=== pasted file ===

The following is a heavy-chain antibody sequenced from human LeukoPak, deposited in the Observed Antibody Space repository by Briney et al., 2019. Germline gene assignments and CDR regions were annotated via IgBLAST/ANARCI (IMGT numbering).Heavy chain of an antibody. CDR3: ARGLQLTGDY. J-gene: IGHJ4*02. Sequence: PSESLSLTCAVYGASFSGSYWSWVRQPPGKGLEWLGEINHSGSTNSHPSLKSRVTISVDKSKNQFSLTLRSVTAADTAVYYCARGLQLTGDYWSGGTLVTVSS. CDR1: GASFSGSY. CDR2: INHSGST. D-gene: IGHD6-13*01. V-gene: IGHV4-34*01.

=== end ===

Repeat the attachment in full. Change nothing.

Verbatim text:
The following is a heavy-chain antibody sequenced from human LeukoPak, deposited in the Observed Antibody Space repository by Briney et al., 2019. Germline gene assignments and CDR regions were annotated via IgBLAST/ANARCI (IMGT numbering).Heavy chain of an antibody. CDR3: ARGLQLTGDY. J-gene: IGHJ4*02. Sequence: PSESLSLTCAVYGASFSGSYWSWVRQPPGKGLEWLGEINHSGSTNSHPSLKSRVTISVDKSKNQFSLTLRSVTAADTAVYYCARGLQLTGDYWSGGTLVTVSS. CDR1: GASFSGSY. CDR2: INHSGST. D-gene: IGHD6-13*01. V-gene: IGHV4-34*01.